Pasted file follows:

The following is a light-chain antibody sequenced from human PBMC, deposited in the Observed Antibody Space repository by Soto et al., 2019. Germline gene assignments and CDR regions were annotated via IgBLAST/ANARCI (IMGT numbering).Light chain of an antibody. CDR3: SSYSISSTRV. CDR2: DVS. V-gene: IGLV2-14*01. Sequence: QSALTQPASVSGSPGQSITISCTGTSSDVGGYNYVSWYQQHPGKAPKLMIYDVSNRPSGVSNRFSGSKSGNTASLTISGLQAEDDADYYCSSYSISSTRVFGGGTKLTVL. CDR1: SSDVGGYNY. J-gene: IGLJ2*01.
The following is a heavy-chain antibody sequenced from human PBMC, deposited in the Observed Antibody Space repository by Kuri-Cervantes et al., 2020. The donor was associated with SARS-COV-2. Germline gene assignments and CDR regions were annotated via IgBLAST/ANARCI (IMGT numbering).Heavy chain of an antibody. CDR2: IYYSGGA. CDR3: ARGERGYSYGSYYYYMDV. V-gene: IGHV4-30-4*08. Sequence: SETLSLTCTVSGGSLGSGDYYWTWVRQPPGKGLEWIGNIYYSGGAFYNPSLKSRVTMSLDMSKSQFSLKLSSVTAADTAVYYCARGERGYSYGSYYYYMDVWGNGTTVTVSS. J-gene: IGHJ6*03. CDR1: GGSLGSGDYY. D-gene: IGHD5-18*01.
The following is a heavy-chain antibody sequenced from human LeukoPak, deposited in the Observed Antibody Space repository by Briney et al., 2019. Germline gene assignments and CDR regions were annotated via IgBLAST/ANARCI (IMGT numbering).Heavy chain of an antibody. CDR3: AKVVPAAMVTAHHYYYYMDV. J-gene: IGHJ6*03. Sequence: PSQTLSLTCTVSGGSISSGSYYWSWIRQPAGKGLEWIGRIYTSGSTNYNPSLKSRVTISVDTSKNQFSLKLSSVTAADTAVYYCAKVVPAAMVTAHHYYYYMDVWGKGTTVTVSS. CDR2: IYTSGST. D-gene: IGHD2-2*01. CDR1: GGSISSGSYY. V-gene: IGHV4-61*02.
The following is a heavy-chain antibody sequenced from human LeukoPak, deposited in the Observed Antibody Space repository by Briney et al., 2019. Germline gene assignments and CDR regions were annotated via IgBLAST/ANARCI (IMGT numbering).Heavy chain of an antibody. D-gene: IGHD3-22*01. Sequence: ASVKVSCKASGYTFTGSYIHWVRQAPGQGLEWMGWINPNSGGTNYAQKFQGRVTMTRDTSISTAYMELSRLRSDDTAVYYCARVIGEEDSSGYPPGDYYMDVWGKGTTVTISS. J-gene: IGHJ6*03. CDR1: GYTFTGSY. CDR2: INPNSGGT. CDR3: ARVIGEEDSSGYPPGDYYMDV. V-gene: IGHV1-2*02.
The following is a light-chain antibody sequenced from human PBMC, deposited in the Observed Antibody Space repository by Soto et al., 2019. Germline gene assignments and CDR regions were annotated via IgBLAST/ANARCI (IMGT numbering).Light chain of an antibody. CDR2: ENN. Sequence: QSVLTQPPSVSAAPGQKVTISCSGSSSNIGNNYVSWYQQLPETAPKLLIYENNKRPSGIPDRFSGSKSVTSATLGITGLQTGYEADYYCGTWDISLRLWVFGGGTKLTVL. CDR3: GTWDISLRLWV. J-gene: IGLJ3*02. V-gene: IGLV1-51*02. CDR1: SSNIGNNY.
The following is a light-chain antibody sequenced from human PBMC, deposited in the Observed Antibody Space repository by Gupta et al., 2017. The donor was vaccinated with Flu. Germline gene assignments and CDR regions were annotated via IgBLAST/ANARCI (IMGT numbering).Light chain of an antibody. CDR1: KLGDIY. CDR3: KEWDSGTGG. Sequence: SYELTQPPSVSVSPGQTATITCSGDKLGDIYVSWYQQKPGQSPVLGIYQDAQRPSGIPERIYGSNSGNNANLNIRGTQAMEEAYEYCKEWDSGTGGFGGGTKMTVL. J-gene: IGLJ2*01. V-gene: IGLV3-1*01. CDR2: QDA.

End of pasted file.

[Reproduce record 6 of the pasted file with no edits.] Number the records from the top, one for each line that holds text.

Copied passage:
The following is a light-chain antibody sequenced from human PBMC, deposited in the Observed Antibody Space repository by Gupta et al., 2017. The donor was vaccinated with Flu. Germline gene assignments and CDR regions were annotated via IgBLAST/ANARCI (IMGT numbering).Light chain of an antibody. CDR1: KLGDIY. CDR3: KEWDSGTGG. Sequence: SYELTQPPSVSVSPGQTATITCSGDKLGDIYVSWYQQKPGQSPVLGIYQDAQRPSGIPERIYGSNSGNNANLNIRGTQAMEEAYEYCKEWDSGTGGFGGGTKMTVL. J-gene: IGLJ2*01. V-gene: IGLV3-1*01. CDR2: QDA.